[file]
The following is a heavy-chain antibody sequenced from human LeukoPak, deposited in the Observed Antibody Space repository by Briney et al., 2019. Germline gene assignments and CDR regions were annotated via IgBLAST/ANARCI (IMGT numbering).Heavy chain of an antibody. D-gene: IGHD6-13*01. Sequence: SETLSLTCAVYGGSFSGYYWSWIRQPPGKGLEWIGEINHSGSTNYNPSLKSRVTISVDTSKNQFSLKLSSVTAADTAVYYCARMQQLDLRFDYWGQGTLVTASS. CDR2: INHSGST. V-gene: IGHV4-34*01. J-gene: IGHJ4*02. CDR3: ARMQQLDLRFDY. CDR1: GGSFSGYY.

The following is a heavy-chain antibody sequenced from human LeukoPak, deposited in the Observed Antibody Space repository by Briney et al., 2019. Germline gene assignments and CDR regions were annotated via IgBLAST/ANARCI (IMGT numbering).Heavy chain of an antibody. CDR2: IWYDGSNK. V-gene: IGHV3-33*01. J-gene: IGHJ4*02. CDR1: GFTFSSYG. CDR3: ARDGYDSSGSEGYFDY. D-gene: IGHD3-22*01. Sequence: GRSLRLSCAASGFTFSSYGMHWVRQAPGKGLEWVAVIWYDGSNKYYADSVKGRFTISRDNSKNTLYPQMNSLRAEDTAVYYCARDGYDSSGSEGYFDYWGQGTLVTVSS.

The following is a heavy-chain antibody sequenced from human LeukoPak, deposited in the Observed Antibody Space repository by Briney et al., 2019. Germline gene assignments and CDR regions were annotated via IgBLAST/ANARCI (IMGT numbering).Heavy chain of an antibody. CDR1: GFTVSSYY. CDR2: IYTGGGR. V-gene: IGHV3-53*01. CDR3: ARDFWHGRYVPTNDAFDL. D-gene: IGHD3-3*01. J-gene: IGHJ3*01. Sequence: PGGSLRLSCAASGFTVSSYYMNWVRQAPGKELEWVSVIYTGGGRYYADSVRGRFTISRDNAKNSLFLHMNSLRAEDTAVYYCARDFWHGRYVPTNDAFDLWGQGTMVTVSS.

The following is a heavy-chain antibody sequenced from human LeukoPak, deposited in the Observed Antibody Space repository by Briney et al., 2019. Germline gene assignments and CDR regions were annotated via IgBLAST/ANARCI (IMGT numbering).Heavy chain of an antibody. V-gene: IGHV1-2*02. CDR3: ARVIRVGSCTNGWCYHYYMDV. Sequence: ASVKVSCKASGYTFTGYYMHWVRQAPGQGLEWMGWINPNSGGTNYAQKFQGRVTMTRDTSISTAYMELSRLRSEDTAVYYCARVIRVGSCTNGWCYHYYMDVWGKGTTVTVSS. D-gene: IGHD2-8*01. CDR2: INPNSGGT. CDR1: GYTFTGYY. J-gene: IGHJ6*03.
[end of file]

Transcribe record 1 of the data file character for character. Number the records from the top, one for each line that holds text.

The following is a heavy-chain antibody sequenced from human LeukoPak, deposited in the Observed Antibody Space repository by Briney et al., 2019. Germline gene assignments and CDR regions were annotated via IgBLAST/ANARCI (IMGT numbering).Heavy chain of an antibody. D-gene: IGHD6-13*01. Sequence: SETLSLTCAVYGGSFSGYYWSWIRQPPGKGLEWIGEINHSGSTNYNPSLKSRVTISVDTSKNQFSLKLSSVTAADTAVYYCARMQQLDLRFDYWGQGTLVTASS. CDR2: INHSGST. V-gene: IGHV4-34*01. J-gene: IGHJ4*02. CDR3: ARMQQLDLRFDY. CDR1: GGSFSGYY.